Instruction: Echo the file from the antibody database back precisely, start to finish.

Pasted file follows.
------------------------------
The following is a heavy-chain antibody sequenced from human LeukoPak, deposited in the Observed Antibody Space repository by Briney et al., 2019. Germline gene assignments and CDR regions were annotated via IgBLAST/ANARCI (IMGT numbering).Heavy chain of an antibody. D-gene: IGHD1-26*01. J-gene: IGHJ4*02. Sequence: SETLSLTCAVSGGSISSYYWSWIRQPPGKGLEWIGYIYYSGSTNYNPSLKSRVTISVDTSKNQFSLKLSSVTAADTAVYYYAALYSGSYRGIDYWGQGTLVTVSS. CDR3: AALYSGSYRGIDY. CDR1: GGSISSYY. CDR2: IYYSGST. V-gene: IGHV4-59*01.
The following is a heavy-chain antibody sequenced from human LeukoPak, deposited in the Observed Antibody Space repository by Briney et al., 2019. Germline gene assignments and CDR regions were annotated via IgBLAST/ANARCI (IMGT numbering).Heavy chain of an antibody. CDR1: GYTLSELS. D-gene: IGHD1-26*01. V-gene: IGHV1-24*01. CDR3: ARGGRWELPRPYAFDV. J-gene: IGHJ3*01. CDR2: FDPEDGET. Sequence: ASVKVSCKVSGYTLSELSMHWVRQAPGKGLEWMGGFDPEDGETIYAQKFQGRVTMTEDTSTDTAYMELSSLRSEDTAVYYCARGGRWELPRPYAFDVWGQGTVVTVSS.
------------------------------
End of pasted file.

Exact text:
The following is a heavy-chain antibody sequenced from human LeukoPak, deposited in the Observed Antibody Space repository by Briney et al., 2019. Germline gene assignments and CDR regions were annotated via IgBLAST/ANARCI (IMGT numbering).Heavy chain of an antibody. D-gene: IGHD1-26*01. J-gene: IGHJ4*02. Sequence: SETLSLTCAVSGGSISSYYWSWIRQPPGKGLEWIGYIYYSGSTNYNPSLKSRVTISVDTSKNQFSLKLSSVTAADTAVYYYAALYSGSYRGIDYWGQGTLVTVSS. CDR3: AALYSGSYRGIDY. CDR1: GGSISSYY. CDR2: IYYSGST. V-gene: IGHV4-59*01.
The following is a heavy-chain antibody sequenced from human LeukoPak, deposited in the Observed Antibody Space repository by Briney et al., 2019. Germline gene assignments and CDR regions were annotated via IgBLAST/ANARCI (IMGT numbering).Heavy chain of an antibody. CDR1: GYTLSELS. D-gene: IGHD1-26*01. V-gene: IGHV1-24*01. CDR3: ARGGRWELPRPYAFDV. J-gene: IGHJ3*01. CDR2: FDPEDGET. Sequence: ASVKVSCKVSGYTLSELSMHWVRQAPGKGLEWMGGFDPEDGETIYAQKFQGRVTMTEDTSTDTAYMELSSLRSEDTAVYYCARGGRWELPRPYAFDVWGQGTVVTVSS.